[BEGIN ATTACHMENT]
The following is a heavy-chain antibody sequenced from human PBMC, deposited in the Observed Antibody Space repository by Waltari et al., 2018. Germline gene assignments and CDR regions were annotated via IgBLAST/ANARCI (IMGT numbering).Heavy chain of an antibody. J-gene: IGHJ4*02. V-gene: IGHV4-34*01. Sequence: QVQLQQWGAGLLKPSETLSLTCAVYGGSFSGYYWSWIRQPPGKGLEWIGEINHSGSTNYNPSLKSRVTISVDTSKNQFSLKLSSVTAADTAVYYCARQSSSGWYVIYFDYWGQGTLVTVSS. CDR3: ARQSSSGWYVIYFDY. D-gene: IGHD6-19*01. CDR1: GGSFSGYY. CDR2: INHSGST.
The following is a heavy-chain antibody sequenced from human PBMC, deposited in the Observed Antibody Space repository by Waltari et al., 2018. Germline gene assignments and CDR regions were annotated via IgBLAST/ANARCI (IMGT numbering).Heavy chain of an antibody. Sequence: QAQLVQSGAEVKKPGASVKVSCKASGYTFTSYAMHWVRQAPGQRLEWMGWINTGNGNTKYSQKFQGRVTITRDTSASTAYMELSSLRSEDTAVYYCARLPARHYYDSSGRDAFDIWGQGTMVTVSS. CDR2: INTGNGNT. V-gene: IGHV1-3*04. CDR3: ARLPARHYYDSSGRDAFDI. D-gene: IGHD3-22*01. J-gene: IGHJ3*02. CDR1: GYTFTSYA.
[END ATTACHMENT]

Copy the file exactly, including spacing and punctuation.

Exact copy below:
The following is a heavy-chain antibody sequenced from human PBMC, deposited in the Observed Antibody Space repository by Waltari et al., 2018. Germline gene assignments and CDR regions were annotated via IgBLAST/ANARCI (IMGT numbering).Heavy chain of an antibody. J-gene: IGHJ4*02. V-gene: IGHV4-34*01. Sequence: QVQLQQWGAGLLKPSETLSLTCAVYGGSFSGYYWSWIRQPPGKGLEWIGEINHSGSTNYNPSLKSRVTISVDTSKNQFSLKLSSVTAADTAVYYCARQSSSGWYVIYFDYWGQGTLVTVSS. CDR3: ARQSSSGWYVIYFDY. D-gene: IGHD6-19*01. CDR1: GGSFSGYY. CDR2: INHSGST.
The following is a heavy-chain antibody sequenced from human PBMC, deposited in the Observed Antibody Space repository by Waltari et al., 2018. Germline gene assignments and CDR regions were annotated via IgBLAST/ANARCI (IMGT numbering).Heavy chain of an antibody. Sequence: QAQLVQSGAEVKKPGASVKVSCKASGYTFTSYAMHWVRQAPGQRLEWMGWINTGNGNTKYSQKFQGRVTITRDTSASTAYMELSSLRSEDTAVYYCARLPARHYYDSSGRDAFDIWGQGTMVTVSS. CDR2: INTGNGNT. V-gene: IGHV1-3*04. CDR3: ARLPARHYYDSSGRDAFDI. D-gene: IGHD3-22*01. J-gene: IGHJ3*02. CDR1: GYTFTSYA.